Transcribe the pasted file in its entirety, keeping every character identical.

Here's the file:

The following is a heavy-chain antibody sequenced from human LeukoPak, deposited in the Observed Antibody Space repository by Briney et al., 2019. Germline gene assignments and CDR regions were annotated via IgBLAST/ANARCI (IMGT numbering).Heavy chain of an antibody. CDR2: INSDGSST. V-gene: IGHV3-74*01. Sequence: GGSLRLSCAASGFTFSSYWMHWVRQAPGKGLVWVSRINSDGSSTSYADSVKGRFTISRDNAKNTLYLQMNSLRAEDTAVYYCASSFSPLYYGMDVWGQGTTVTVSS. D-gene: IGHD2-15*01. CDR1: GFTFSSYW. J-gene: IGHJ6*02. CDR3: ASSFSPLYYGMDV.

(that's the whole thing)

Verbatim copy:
The following is a heavy-chain antibody sequenced from human LeukoPak, deposited in the Observed Antibody Space repository by Briney et al., 2019. Germline gene assignments and CDR regions were annotated via IgBLAST/ANARCI (IMGT numbering).Heavy chain of an antibody. CDR2: INSDGSST. V-gene: IGHV3-74*01. Sequence: GGSLRLSCAASGFTFSSYWMHWVRQAPGKGLVWVSRINSDGSSTSYADSVKGRFTISRDNAKNTLYLQMNSLRAEDTAVYYCASSFSPLYYGMDVWGQGTTVTVSS. D-gene: IGHD2-15*01. CDR1: GFTFSSYW. J-gene: IGHJ6*02. CDR3: ASSFSPLYYGMDV.